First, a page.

After reading this article, I was taken back by the fact that the author assumes he is writing to a white audience. When talking about white privilege he talks about how people like “us” are blind to the privilege and that “privilege, to us, is like water to the fish.” What would make him assume such a position? Isn’t this racist in and of itself? As one would only see fitting, this article goes hand in hand with Peggy McIntosh’s “White Privilege: Unpacking the Invisible Knapsack.” Unlike Wise, McIntosh does not assume that her readers are all white. Although she explains how she as a white woman views white privilege, she is careful not to group everyone together when she talks about privilege.

Sunday, March 30, 2008

“One More River to Cross” By: Charles Lawrence

Racial segregation and desegregation
Immediate impacts vs. long term impact
Rational vs. illegitimate
Intangible consideration
Feelings of inferiority
Scope of the remedy should not extend beyond the scope of the injury
De facto vs. de jure segregation
Taking into account the systematic nature of an injury
Accepting responsibility
Working to end segregation vs. letting it die a “natural death”

Lawrence argues that the Brown vs. Board of Education was not entirely effective in that it allowed the judiciary and society at large to ignore the actual issues of race and inequality in the world. He believes that due to society’s misconstrued and misunderstood way of viewing the issue of segregation, the eradication of segregation in public schools did not work to provide justice to blacks for the years of discriminatory labeling their people suffered; it was merely a band aide on a broken leg.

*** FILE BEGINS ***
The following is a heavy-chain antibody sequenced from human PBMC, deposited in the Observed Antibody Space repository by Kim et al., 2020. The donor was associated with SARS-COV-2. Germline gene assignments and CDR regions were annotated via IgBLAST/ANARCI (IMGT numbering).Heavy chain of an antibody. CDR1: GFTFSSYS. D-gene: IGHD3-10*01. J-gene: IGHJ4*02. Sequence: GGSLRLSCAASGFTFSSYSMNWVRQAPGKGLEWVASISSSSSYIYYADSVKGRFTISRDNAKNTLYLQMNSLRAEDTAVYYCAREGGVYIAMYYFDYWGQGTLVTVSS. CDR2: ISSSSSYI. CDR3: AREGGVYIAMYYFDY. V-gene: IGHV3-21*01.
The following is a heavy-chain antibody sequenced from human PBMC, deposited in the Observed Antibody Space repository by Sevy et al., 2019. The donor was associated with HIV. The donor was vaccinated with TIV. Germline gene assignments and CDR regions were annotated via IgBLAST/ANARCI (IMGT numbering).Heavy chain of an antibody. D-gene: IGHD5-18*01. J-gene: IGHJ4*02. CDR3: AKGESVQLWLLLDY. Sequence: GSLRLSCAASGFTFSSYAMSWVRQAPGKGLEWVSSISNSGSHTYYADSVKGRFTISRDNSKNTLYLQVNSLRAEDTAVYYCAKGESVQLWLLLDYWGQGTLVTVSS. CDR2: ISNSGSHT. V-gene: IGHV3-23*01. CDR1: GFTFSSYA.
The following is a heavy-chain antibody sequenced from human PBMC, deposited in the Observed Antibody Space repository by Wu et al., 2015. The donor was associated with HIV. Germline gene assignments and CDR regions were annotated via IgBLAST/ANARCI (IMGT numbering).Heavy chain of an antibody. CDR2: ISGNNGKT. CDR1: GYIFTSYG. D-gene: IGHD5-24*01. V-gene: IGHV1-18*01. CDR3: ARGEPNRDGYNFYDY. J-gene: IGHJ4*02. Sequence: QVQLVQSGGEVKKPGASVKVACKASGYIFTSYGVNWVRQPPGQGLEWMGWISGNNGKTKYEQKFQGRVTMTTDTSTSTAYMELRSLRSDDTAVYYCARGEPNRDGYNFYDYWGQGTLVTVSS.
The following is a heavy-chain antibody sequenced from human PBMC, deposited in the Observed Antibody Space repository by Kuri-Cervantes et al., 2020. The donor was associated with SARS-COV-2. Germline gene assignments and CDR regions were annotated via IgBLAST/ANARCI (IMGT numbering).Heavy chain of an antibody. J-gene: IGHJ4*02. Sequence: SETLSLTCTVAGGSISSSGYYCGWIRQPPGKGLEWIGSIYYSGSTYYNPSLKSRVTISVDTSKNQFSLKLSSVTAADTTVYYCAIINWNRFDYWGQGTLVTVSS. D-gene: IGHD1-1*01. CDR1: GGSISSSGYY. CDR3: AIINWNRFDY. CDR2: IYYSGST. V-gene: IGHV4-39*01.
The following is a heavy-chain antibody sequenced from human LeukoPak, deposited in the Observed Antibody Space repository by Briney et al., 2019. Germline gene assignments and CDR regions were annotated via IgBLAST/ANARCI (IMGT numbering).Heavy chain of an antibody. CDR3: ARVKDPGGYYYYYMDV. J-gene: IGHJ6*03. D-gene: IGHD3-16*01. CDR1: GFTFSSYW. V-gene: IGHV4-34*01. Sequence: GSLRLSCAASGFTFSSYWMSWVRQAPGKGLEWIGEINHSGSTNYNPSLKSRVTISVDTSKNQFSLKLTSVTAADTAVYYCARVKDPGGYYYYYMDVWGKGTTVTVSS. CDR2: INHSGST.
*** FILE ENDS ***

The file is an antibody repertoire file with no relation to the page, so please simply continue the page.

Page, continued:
· Lawrence states, “if a court has found a school district to be guilty of segregating its schools, the injury derives not simply from the racial separation of students and teachers but from all extant forms of segregation or racial discrimination in which the state has played a part. The removal of any of those sources of injury becomes an appropriate remedy.” Lawrence describes how the effect of Brown vs. Board of Education did not work to “appropriately remedy” the issue of extant forms of segregation or racial discrimination.
· Lawrence states, “To change the racial demography of the school system is not enough. To spend more money, or change the curriculum, or the composition of the school board will likewise prove insufficient….Black children will remain ‘less qualified’ until we gain representative influence in both the institutions of preparation and the institutions for which they are being prepared.”
· Lawrence notes, “If Brown v. Board of Education stands for the unconstitutionality of segregation, then the Fourteenth Amendment must guarantee blacks the right to be free from the continuing force and effect of that institution, or it guarantees nothing.” By this statement, Lawrence is describing how the goal of Brown is useless if there are no follow up measures instituted to guarantee equality for blacks in the future.

Questions/ Comments:
Like I stated in my interpretation of the author’s argument, I believe that Lawrence is viewing Brown as a band aide that was put on a badly broken leg. Similar to Carlson’s advocating of normalizing society by giving everyone equal opportunities to reduce discrimination, Lawrence believes that the society needs to work to normalize the relations between whites and black in the effort to guarantee desegregation and anti-discrimination. I definitely agree with Lawrence’s argument because it is evident in today’s world that even though desegregation practices are the “norm,” people of color are still stigmatized in society and many do not have the same privileges that whites have. This is due to the government’s ways of handling the initial desegregation efforts. The effort on freeing blacks from the “continuing force” of discrimination was not concentrated on and therefore, still remains a problem today.